As has been proven by the influx of Covid-19 related scams and phishing attempts, fraudsters are not above using the current crisis for their own gains.
However, it has now emerged that nation-state attackers are also concentrating their attacks on the pandemic, with reports that companies involved in the development of a Covid-19 vaccine have been targeted.
The UK National Cyber Security Centre (NCSC) has published an advisory warning that Russian threat group APT29, also known by aliases “the Dukes” and “Cozy Bear”, was behind an ongoing campaign targeting organisations involved in the development of a Covid-19 vaccine.
The NCSC said that the group “almost certainly” operates as part of Russian intelligence services.
This has been supported by the Canadian Communication Security Establishment (CSE), the US Department for Homeland Security (DHS) Cybersecurity Infrastructure Security Agency (CISA) and the National Security Agency (NSA).
“Covid-19 is an existential threat to every government in the world, so it’s no surprise that cyber espionage capabilities are being used to gather intelligence on a cure. The organisations developing vaccines and treatments for the virus are being heavily targeted by Russian, Iranian, and Chinese actors seeking a leg up on their own research,” said John Hultquist, Senior Director of Intelligence Analysis for Mandiant Threat Intelligence.
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“We’ve also seen significant Covid-related targeting of governments that began as early as January.
“Despite involvement in several high-profile incidents, APT29 rarely receives the same attention as other Russian actors because they tend to quietly focus on intelligence collection. Whereas GRU actors have brazenly leaked documents and carried out destructive attacks, APT29 digs in for the long term, siphoning intelligence away from its target.”
Russian threat group targets organisations involved with Covid-19 vaccine development
The Russian threat group has mainly targeted government, diplomatic, think-tank, healthcare and energy organisations, attempting to steal intellectual property, particularly related to national and international Covid-19 response, which the NCSC said was “highly likely” to be an attempt to collect information on Covid-19 vaccine research or research into the virus itself.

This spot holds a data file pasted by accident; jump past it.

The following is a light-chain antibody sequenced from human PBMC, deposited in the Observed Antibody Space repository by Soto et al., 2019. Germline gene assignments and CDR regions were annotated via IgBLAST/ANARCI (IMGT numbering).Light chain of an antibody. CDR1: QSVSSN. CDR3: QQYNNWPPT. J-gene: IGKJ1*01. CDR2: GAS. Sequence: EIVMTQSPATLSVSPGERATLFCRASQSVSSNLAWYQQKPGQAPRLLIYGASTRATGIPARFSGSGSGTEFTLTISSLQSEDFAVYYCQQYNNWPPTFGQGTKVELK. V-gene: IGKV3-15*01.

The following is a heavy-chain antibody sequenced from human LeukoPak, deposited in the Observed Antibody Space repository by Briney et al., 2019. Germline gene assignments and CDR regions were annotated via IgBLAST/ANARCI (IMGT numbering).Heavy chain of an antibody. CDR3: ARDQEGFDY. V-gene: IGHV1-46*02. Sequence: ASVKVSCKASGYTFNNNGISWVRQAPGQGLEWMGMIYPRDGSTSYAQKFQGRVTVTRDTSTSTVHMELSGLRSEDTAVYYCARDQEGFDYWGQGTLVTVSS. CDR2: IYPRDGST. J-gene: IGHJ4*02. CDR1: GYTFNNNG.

The NCSC said that the group has used spearphishing to target UK, US and Canadian research organisations, and has distributed malware known as ‘WellMess’ and ‘WellMail’.
APT29 scanned specific external IP addresses owned by the organisations in question for vulnerabilities, in an attempt to obtain authentication credentials before using publicly available exploits.
“APT29 has been successfully compromising systems now for over a decade across the globe. The pandemic has given them a new and additional target to steal research to meet Russian Intelligence initiatives” said Tony Cole, CTO at Attivo Networks.
“It’s unfortunate that an actor such as APT29 with such sophisticated capabilities is still able to simply scan targets for existing known vulnerabilities and then compromise with little effort or use phishing emails to obtain their initial set of credentials. Organisations must step up their efforts to counter adversaries targeting them. Patching is an imperative that must be met. Instrumentation focused on detection and lateral movement inside the network perimeter and across all endpoints is another imperative since prevention often fails regardless of defensive spending. You can’t prevent all attacks however you must detect them quickly when they do get through your defenses.”
The NCSC has warned that the group will likely continue to target those working on Covid-19 vaccine research and therefore recommends that organisations protect devices and networks by keeping them up to date, use multi-factor authentication, educate staff on the threat of phishing emails set up a security monitoring capability and take steps to prevent and detect lateral movement in your organisation’s networks.
Bill Conner, CEO of SonicWall believes that the sudden mass adoption of home working may have left organisations more vulnerable to attacks:
“At a time when remote working has rendered everyone more susceptible to social engineering, given the lack of the common ‘safety net’, businesses, higher education and governments — especially those in possession of vital research and information — must remain hyper-vigilant. Keeping in mind that IT teams are strained and security budgets are tight, businesses and organisations need a solution that offers easy, resource-saving centralised management.”